In this year's digital marketing survey, 73 online retailers weighed in on budgets, tactics and their successes from email to social media.

In this year’s Digital Commerce 360 digital marketing survey, 73 online retailers weighed in on budgets, tactics and their successes from email to social media. A look at how this stacks up with the 2021 findings based on 143 companies provides insights into where marketing may be headed.

Digital marketing budgets are wide-ranging and continue to grow

44% of respondents said they’re dedicating more than 50% of their overall marketing budgets this year to digital advertising. That’s up from 33% who said they invested more than 50% of their overall marketing budgets last year. 

Meanwhile, the percentage of those who said they plan to dedicate 11% to 50% of their budgets to digital advertising was about the same (32% this year versus 34% last year). 16% this year (compared with 25% of respondents last year) said they plan to spend 10% or less of their marketing budget on digital advertising. Both years, 8% of respondents said none of their budgets were dedicated toward it.

Retailer digital marketing budgets are on par with prior years

Furthermore, 66% of respondents said their digital marketing budgets have increased this year. That compares with 62% who said the same last year. About the same portion of respondents (23% this year versus 24% last year) said their budgets for digital marketing would go unchanged.

More than half of respondents (56%) spend 30% or more of their marketing budget on customer acquisition. That compares with 49% who said last year that they spent 30% or more of their digital marketing budgets on acquisition.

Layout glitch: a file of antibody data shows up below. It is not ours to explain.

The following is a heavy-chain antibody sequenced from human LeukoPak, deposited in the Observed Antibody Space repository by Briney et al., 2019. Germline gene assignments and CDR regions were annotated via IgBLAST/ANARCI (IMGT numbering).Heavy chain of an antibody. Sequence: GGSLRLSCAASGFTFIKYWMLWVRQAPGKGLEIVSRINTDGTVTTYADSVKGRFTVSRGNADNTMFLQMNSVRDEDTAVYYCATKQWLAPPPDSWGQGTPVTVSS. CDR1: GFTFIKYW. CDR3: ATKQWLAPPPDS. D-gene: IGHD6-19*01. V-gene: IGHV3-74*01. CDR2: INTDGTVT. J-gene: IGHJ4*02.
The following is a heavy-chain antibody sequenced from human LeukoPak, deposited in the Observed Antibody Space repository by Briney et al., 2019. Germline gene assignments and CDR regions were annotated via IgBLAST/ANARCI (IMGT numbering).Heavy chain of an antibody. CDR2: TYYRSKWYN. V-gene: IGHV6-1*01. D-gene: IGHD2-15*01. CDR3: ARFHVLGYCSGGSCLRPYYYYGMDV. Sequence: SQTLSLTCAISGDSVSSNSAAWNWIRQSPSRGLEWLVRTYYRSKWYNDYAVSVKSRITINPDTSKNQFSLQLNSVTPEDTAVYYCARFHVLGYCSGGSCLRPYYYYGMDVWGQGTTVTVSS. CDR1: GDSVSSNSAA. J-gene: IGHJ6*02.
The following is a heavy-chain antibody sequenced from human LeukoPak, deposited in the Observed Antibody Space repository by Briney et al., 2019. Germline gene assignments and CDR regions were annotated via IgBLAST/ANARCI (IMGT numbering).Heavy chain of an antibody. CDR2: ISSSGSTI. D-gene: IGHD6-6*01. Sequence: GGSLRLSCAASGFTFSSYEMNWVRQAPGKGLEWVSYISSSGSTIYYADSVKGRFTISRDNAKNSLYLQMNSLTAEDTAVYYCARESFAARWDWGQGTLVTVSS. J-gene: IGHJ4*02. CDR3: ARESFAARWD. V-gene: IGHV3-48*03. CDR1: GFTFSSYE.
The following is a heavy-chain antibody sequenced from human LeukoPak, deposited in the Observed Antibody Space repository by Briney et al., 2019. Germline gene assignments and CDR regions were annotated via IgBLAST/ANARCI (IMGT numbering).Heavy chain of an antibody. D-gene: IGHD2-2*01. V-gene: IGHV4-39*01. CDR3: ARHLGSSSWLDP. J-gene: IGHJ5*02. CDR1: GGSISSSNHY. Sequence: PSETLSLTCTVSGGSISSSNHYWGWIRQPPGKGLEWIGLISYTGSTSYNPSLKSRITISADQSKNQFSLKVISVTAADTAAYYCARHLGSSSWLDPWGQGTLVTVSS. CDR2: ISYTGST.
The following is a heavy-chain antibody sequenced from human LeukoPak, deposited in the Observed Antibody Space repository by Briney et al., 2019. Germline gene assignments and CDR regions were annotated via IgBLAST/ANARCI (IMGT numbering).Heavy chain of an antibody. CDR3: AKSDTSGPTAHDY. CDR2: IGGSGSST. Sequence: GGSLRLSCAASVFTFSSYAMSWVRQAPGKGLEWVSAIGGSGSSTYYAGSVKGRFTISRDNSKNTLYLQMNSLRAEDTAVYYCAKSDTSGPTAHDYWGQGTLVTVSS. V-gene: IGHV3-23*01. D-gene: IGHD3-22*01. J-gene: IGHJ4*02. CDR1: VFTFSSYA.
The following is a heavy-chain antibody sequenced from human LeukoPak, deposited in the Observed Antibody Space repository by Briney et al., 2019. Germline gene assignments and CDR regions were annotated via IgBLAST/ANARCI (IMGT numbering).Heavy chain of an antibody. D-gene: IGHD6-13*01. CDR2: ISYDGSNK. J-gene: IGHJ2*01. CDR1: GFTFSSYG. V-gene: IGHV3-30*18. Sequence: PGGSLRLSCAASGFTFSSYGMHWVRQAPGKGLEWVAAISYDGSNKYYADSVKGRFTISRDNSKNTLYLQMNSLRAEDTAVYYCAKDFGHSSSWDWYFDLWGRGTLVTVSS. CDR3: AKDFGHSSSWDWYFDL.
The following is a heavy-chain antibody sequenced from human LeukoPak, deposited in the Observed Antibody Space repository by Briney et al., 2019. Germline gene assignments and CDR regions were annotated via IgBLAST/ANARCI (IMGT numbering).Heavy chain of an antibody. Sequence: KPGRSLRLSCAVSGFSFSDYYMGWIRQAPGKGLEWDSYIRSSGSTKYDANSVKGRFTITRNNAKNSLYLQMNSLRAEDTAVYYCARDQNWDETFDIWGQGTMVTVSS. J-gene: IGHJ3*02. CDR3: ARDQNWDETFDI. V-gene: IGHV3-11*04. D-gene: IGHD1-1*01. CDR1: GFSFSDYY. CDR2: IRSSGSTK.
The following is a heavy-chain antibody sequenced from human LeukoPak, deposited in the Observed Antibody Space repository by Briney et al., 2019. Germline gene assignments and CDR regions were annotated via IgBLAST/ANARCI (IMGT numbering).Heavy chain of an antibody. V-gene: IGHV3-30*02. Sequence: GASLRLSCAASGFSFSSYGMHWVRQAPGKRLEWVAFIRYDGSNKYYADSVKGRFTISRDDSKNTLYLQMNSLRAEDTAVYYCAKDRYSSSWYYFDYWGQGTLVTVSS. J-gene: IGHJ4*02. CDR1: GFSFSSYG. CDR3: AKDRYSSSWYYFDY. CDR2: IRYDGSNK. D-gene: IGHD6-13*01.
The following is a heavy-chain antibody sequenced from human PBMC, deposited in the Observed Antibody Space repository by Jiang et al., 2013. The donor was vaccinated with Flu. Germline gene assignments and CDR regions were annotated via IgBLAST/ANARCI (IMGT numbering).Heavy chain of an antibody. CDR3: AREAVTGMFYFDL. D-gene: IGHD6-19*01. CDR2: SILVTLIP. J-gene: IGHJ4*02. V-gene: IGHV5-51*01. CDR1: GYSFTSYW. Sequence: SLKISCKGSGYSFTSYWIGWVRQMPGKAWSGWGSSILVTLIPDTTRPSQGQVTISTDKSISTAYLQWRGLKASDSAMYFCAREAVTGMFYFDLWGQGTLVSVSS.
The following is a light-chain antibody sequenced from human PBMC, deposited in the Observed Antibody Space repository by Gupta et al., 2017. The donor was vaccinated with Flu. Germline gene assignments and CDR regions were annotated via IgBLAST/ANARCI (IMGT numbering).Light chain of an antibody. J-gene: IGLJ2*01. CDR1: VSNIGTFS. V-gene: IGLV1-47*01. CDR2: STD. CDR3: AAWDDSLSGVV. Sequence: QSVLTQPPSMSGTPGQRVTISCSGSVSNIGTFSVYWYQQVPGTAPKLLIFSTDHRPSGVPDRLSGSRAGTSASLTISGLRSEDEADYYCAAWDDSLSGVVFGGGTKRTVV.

More than half of retailers use social media advertising to drive sales and increase brand awareness. However, in both cases, the percentage of respondents decreased. 66% of retailers in 2021 said they use social media advertising to drive sales. That compares with 58% in 2022. And 55% this year said they use it to increase brand awareness, down from 62% in 2021.

44% said this year that they use social media advertising to drive traffic, a slight uptick from 42% last year. And 42% use it this year for audience engagement, down considerably from 55% last year. Similarly, only 40% this year said they use it for audience growth, compared with half last year.

The influencer’s role is multifaceted

Brands look to retailers to help build awareness and drive traffic to a brand’s website. This year, 26% of retailers said they use influencers to help generate sales. That compares with 22% in 2021. 

And a quarter of retailers said in this year’s digital marketing survey that they were concerned influencers might be too expensive. That makes sense, as 21% said they found online influences to be interesting but did not see the return on investment they desired. Both figures are up from last year, when 15% said influencers were too expensive and 18% said they were not achieving the desired ROI.


A growing issue this year: 23% of retailers said it’s difficult to find influencers who would be a good fit. That’s up from 18% last year. Similarly, 14% said influencers are not a good fit for the company (up slightly from 13% last year). Also, 29% said last year that they would spend time to understand how (or if) their business should use influencers. That dropped to just 10% this year.

Retailers rank themselves on analyzing digital marketing data

Last year, more than two-thirds (69%) of retailers surveyed ranked themselves as above average at analyzing marketing performance data and attribution. Just 61% this year ranked themselves as above average. 

This year, 41% of retailers said their biggest challenge is analyzing their digital marketing efforts. And 40% said companies constantly changing rules and algorithms (making it difficult to maintain performance levels) was their biggest challenge. That was the top-ranked challenge last year, which 37% selected.

Also this year, 36% found it challenging to diversify their marketing mix beyond Facebook and Google. That’s up considerably from 22% last year. Similarly, 32% cited difficulty ensuring their marketing strategies this year are profitable. That’s up from 24% last year. 


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